Tara and I went home very happy, to her house, went to sleep and had a very nice breakfast the next morning. We were planning to take the ferry from Richmond to San Francisco at noon.
We had gotten up early and we had plenty of time, oodles of time, I mean we didn't have to hurry at ALL. You know how it is sometimes when you have SO MUCH time. We were just chatting about our lives, the world, whatever. YOU know. Suddenly Tara looked at the clock and it was noon and we had missed the ferry, so we BARTed into the city to go to the Asian Art Museum which, for some reason we thought was open.
Oh well. But not REALLY "oh well" because Tara and Nella had schlepped into town on BART, which isn't terrible but it's not the nicest way to spend your time, and now they would have to turn around and go home!
So we decided to take a stroll down Market Street. And I had to stop and take a photo of this lovely wall on the right, as is my wont. And Tara remembered that we had gone to a very nice rooftop bar right around the corner from that photogenic wall. Charmaine's Rooftop Bar and Lounge at 45 McAllister WAS open. They were having a party for Fourth of July, which you needed to buy a ticket to. However, the nice man simply couldn't resist two old dykes and a gorgeous service dog, so he just let us take the elevator up.
And we were the only ones there!
We both had fancy cocktails and we even danced to the pounding music.
The waitress, Lee Ann, was very friendly. And when it turned out that Tara's dog was named Nella, and Lee Ann had had a remarkable dog named NOLLA -- well, we all were delighted with the serendipity that had brought us all together on that rooftop on the Fourth of July.
And then people started arriving for the party. And it turned out it was a GAY party that we had stumbled into!
You can see in the photo on the right, the fog is ominously piling up behind Twin Peaks. Who knows if it'll flow over and block the San Francisco fireworks which of course won't be happening until it's dark?
Tara decided that she and Nella had had enough of the pounding disco. But I couldn't leave yet because I'd ordered a second cocktail. Not only did I have to finish it, I was a little wobbly already and not quite capable of going home. And then a very elegantly dressed man sat down on the bench across from me.
Sam and I started chatting, and he was charming enough to be impressed that I was a playwright. And when I told him about my last big show, about the true story of Eleanor Roosevelt's love affair with Lorena Hickok, a famous and very butch reporter, he was completely fascinated.
Well, there is NOTHING I
would rather do than tell someone about the saga of Hick and Eleanor. And it seemed there was nothing that Sam would rather do than hear that very saga. So we had a wonderful time together. Sam was wearing a very elaborate locket around his neck, which had the initial "G" on it. He told me it represented his husband, who had died. He said that having had this very deep and satisfying relationship "took the pressure off" of him finding someone new. I think he was saying that he was OPEN to getting romantically involved with someone again, but didn't have a DRIVE to find someone. He said, "It takes the pressure off" twice. I thought that was very interesting.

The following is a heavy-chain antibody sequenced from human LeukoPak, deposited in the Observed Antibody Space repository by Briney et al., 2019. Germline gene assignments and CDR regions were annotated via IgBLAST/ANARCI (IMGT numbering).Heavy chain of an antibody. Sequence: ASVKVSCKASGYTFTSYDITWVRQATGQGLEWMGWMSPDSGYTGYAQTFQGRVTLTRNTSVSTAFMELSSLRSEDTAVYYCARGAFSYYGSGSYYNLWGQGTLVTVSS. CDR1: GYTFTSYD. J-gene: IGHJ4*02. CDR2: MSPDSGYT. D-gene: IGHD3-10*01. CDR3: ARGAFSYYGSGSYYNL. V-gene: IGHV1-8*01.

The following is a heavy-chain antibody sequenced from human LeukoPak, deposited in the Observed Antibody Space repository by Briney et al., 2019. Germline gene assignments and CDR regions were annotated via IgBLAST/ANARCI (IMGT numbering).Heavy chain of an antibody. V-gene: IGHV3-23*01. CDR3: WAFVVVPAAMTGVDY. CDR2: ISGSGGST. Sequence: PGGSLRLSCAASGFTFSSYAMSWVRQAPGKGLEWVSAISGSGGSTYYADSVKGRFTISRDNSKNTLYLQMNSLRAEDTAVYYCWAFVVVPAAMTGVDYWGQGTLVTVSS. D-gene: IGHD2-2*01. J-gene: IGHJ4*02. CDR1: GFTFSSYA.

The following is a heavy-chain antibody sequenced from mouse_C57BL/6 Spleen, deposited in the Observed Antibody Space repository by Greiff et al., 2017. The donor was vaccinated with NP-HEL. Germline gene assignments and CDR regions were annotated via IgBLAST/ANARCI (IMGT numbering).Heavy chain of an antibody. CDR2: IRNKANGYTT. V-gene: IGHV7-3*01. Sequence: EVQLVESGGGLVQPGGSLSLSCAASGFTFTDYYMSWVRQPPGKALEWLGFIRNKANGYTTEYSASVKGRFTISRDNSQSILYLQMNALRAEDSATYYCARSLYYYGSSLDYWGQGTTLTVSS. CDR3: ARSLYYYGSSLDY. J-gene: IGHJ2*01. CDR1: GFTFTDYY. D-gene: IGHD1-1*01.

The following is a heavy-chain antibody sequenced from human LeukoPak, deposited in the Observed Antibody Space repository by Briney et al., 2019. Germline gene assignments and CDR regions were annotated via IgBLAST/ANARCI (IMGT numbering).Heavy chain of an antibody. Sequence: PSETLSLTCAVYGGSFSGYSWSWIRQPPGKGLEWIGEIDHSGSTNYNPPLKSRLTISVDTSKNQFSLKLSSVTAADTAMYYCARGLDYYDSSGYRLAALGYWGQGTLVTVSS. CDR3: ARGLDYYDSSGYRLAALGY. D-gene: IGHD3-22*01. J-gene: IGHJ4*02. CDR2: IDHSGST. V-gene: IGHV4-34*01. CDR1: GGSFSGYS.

The photo below is of Sam with the man who let Tara and Nella and me in. He was the organizer of the party. His name was (something) Sincere. His last name was Sincere. He said to me, "You brought the party! You brought the party!" And I can see, when you're standing there wondering if ANYONE will show up, two old dykes and service dog would look really good to you.
Finally, I was ready to go home. I went underground to the MUNI station that has the theme, "I'm me, not meat."
How many cities have advertising campaigns like that in their subway stations? Huh? How many?? And they're saying "San Francisco is so OVER!" San Francisco is over, my ass! You tell this octopus below that San Francisco is OVER!
When I got off the Metro in the Castro, there was a very friendly man behind a table who was eager to tell me about a new religion in the neighborhood!
How exciting! Below you can read a little information on the new religion.
The friendly man told me there is a branch of the Church of Cosmic Consciousness just a few blocks away! And, if I join the Church, I will be able to buy SACRAMENTS -- but only for religious purposes, you understand. Why, they even deliver the sacraments to church members. These people are really SAINTLY!
Hmmm... As a Buddhist practitioner, I hear talk of Buddha Nature all the time. I'll bet there's a lot of overlap between that and Cosmic Consciousness! Having never tried psilocybin mushrooms in my youth, I might be open to adding another religion to the two I already have!
I wended my way home to the pups. I had no worry that they'd been freaked out by the continuous sound of firecrackers going off. You see, poodles were initially bred as hunting dogs and are therefore undisturbed by gunshot-like noise. At least my two are undisturbed. And there they were, sacked out on the couch.
A good Fourth of July was had by all!
All for now, Bloggellinis! Terry
Lilith Women's Theater | 547 Douglass St., San Francisco, CA 94114 www.LilithTheater.com